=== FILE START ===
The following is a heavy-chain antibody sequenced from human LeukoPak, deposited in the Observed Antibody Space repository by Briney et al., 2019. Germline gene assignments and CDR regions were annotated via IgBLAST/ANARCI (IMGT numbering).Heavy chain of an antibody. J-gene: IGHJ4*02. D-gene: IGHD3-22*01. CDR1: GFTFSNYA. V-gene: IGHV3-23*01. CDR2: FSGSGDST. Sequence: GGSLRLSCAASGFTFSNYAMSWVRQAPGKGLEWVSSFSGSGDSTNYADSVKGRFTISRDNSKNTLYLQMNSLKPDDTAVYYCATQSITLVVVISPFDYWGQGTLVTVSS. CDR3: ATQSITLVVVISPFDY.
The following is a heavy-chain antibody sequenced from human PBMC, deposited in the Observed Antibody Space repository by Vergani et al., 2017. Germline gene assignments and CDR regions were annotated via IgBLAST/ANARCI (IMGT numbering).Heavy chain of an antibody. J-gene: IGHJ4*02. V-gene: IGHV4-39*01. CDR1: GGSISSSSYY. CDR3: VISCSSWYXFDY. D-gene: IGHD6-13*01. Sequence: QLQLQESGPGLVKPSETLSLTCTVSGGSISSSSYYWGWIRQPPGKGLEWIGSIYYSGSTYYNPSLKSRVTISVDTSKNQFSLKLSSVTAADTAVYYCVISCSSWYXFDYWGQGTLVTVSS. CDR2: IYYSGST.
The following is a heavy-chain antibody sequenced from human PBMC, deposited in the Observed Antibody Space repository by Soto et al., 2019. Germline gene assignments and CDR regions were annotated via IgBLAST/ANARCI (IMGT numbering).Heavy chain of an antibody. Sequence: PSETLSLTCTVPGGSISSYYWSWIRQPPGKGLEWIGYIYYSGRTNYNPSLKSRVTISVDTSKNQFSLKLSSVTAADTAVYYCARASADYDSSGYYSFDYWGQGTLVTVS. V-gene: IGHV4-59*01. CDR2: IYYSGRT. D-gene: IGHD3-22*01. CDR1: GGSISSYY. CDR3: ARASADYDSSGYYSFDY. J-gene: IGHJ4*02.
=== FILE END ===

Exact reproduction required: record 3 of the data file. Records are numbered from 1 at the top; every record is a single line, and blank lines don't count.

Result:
The following is a heavy-chain antibody sequenced from human PBMC, deposited in the Observed Antibody Space repository by Soto et al., 2019. Germline gene assignments and CDR regions were annotated via IgBLAST/ANARCI (IMGT numbering).Heavy chain of an antibody. Sequence: PSETLSLTCTVPGGSISSYYWSWIRQPPGKGLEWIGYIYYSGRTNYNPSLKSRVTISVDTSKNQFSLKLSSVTAADTAVYYCARASADYDSSGYYSFDYWGQGTLVTVS. V-gene: IGHV4-59*01. CDR2: IYYSGRT. D-gene: IGHD3-22*01. CDR1: GGSISSYY. CDR3: ARASADYDSSGYYSFDY. J-gene: IGHJ4*02.